3. Stuff

This is a huge area to tackle but there are a few simple rules that can help us all to be less wasteful when it comes to our stuff.

The first rule is to not buy non-essential things. Simple but very hard to stick to! You could try setting yourself a challenge to not buy anything (other than food and essential items) for a month/year. If this seems like a step too far for now you could try the following rule instead:

Waiting and really evaluating a purchase avoids impulse purchases (something that can easily become an issue when shopping online). It also gives you time to research the item and find the most ethical version of it.

What about gifts?

This can be a particularly tricky area. What if you love giving gifts? What if you don’t want to appear mean by not giving a gift when others do?

Thinking carefully about the gifts you give can help to avoid waste. If you don’t know what the person will want why not give cash or a voucher so that they can choose something that they will definitely love and use. Or perhaps you could buy something second-hand? You could also look into alternative gifts like animal adoptions or charity giving. There are many thoughtful gift options that avoid the inevitable plastic tat that will end up in landfill.

4. Furniture and other house stuff

This is another area where the decision making process above applies. Do you really need it?

If the answer is yes then finding a second-hand version or choosing the most ethical and eco-friendly version you can find is better than opting for a cheap product which won’t last.

5. Electronics

E-waste is a major issue and in a society where laptops and phones are considered essential it can often seem unavoidable. But, again, there are ways to minimise the waste associated with these products.

  • Do you always need to latest version or will the version you have last a bit longer?
  • Can you find a refurbished version of the item you need?
  • Can the item be reused/recycled when you have finished with it?

In Aldbourne we are lucky to have Green Machine Computers just down the road from us. They are well aware of the problems associated with e-waste and they are able to collect a wide range of items for refurbishment and recycling. Check out our blog for more details.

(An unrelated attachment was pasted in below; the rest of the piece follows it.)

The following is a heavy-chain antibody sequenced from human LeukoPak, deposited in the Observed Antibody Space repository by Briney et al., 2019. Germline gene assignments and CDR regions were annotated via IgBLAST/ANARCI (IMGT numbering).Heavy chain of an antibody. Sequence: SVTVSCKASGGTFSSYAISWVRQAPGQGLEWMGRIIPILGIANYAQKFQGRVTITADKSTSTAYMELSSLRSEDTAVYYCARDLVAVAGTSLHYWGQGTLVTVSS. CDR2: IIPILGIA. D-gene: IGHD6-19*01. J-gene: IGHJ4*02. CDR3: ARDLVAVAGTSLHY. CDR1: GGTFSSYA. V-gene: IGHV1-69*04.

6. Home – energy and providers

Within the home it is well worth thinking about the waste associated with your use of energy. Switching to a 100% green energy supplier is very important. But you also need to ensure that you are not wasting energy in your home. Our renewable energy blog has some great info on switching your supplier and reducing your energy consumption.

It is also worth checking back in with Ethical Consumer to find an insurance company and a phone/internet provider with good ethics and excellent green credentials.

7. Work

This can be a tricky area where you have less control over the waste produced. But it is still worth evaluating your place of work to identify areas for improvement. For example:

  • Does your office use recycled paper?
  • Do you have recycling bins?
  • Do you use single-use plastic in the kitchen?
  • Is the printer set to double-sided?
  • Are people advised not to print unless it is unavoidable?
  • Do you have sensor lights in communal areas?

Asking these questions and others can get your managers thinking and could result in some changes that have a real impact.

Taking in your own packed lunch, a water bottle and a reusable coffee cup are all good ways to avoid unnecessary packaging throughout your day.

8. Transport

We all know by now that we should be flying and driving as little as possible. But what can we do to actually achieve this?

What is the public transport infrastructure like where you live? Around Aldbourne there are limited options available. Would a lift-sharing scheme be feasible? Could we lobby our council/MP to improve the infrastructure?

9. Money

Where we choose to put our money has a big influence on how our society is run and what industries are supported.

  • Do you know whether your bank invests in fossil fuel companies?
  • Does your bank have an ethical investment policy?

The detailed guides from Ethical Consumer can help you to ensure that your money is being used for good. Instead of propping up the companies you have been trying to avoid.

Zero waste shopping in and around Marlborough

Thank you so much to Hayley from Packaging Not Included for such a useful guide to avoiding waste. If you haven’t already paid a visit to Hayley’s shop in Marlborough we would definitely recommend you do so. Hayley sells a wide range of refill items and plastic free products including dried goods, cereals, fruit and nuts, flours, seeds, teas and coffee, honey, oils, herbs and spices, nut butters, cleaning products and personal care products.

Hayley also has a number of books on zero waste and other sustainability topics which you can borrow.

Good luck with your zero waste life audit and let us know how you get on.